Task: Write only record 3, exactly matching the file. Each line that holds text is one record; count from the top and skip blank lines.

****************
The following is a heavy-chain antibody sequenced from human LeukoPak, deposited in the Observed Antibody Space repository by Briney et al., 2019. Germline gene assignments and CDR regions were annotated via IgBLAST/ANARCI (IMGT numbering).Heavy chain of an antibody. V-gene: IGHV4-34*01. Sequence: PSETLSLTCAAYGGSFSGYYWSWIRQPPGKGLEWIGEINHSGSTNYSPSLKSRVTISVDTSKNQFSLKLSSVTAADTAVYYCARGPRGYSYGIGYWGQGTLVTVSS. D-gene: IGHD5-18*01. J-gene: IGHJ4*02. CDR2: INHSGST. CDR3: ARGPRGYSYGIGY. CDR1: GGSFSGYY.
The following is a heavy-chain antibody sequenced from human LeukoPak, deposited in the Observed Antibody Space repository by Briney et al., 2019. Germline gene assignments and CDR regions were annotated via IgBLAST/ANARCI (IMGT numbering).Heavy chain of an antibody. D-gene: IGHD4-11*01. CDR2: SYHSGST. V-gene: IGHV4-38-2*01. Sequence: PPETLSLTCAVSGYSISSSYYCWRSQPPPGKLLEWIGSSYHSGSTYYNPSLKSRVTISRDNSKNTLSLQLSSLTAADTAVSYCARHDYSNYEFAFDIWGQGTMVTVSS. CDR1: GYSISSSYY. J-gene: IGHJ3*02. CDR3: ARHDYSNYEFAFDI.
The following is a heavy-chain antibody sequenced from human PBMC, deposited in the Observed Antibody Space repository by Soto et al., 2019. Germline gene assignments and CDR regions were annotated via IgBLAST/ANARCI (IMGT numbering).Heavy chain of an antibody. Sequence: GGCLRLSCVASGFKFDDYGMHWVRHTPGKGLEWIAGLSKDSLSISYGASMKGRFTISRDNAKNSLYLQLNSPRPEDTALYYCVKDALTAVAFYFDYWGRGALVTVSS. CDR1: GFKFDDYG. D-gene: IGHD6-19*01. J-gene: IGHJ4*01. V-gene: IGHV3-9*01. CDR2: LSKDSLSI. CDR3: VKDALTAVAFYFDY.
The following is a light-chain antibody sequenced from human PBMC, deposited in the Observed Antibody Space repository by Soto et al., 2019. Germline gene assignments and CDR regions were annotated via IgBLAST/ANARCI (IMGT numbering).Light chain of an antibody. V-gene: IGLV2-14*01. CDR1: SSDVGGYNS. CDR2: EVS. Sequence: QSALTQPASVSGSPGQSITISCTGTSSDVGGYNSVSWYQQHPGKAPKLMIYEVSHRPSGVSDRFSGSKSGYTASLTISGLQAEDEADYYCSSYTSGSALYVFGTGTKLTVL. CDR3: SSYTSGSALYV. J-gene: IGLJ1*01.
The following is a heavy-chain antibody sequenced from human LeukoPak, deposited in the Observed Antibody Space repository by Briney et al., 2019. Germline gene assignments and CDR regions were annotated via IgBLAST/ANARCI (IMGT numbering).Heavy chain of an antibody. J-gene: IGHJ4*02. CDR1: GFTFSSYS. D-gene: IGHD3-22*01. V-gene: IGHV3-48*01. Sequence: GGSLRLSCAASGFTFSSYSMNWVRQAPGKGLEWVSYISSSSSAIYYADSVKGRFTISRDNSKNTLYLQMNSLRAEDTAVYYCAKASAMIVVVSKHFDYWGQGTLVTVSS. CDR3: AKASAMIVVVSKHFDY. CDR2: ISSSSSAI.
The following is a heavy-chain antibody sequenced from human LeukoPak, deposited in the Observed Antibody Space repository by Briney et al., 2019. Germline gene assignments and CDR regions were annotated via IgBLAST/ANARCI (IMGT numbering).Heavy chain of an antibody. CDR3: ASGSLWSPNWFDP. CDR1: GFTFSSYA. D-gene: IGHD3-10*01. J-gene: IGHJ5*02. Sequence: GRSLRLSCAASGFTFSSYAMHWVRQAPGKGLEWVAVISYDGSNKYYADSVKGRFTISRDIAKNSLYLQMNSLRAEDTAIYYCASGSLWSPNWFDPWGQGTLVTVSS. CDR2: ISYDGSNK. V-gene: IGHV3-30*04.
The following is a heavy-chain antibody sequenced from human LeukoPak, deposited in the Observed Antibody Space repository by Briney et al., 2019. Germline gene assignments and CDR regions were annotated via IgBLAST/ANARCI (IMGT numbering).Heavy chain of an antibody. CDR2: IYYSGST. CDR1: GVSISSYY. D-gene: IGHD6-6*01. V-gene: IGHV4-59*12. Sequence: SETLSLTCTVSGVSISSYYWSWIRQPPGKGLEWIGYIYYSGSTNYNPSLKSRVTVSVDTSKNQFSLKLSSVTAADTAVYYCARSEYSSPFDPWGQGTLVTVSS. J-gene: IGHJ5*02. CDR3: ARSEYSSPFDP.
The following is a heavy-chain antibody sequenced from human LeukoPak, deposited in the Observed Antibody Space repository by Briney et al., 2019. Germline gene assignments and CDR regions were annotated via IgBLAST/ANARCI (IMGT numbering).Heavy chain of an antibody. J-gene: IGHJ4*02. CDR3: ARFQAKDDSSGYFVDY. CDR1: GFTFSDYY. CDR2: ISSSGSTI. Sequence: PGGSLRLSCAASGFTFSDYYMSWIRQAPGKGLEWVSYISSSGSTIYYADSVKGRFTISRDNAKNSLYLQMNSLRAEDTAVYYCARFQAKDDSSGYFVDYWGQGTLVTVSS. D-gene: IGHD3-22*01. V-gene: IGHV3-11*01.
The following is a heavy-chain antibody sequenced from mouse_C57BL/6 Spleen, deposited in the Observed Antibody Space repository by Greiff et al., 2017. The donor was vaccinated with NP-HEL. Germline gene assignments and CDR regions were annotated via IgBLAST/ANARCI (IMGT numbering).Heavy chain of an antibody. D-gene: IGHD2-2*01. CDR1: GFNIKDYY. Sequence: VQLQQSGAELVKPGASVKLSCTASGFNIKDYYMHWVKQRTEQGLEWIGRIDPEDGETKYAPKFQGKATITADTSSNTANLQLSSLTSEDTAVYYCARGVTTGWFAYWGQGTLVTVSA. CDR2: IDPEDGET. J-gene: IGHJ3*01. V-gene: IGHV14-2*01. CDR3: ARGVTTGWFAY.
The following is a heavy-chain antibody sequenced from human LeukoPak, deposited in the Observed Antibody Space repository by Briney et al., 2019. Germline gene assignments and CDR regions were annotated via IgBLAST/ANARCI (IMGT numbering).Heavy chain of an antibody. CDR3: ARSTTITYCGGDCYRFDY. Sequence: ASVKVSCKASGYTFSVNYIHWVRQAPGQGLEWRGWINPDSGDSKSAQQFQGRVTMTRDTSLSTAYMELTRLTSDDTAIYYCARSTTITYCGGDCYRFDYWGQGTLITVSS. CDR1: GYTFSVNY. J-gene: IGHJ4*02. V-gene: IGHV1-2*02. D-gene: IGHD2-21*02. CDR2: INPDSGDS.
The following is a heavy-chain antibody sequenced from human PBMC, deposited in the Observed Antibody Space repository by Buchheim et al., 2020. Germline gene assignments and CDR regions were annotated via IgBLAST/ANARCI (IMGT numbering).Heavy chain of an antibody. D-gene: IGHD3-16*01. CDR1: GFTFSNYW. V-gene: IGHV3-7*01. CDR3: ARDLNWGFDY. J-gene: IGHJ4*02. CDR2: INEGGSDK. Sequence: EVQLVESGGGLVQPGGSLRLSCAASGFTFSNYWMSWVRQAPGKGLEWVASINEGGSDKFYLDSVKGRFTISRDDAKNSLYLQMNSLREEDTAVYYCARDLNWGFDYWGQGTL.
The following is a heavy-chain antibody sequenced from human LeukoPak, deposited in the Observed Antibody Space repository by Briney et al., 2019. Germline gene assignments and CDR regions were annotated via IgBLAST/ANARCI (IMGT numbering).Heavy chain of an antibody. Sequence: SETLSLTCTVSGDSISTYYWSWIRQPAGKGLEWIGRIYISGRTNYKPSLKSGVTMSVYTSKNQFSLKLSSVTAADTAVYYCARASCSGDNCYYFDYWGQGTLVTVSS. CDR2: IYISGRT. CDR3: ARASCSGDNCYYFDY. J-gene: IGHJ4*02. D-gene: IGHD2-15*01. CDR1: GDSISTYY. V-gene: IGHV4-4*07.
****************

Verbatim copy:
The following is a heavy-chain antibody sequenced from human PBMC, deposited in the Observed Antibody Space repository by Soto et al., 2019. Germline gene assignments and CDR regions were annotated via IgBLAST/ANARCI (IMGT numbering).Heavy chain of an antibody. Sequence: GGCLRLSCVASGFKFDDYGMHWVRHTPGKGLEWIAGLSKDSLSISYGASMKGRFTISRDNAKNSLYLQLNSPRPEDTALYYCVKDALTAVAFYFDYWGRGALVTVSS. CDR1: GFKFDDYG. D-gene: IGHD6-19*01. J-gene: IGHJ4*01. V-gene: IGHV3-9*01. CDR2: LSKDSLSI. CDR3: VKDALTAVAFYFDY.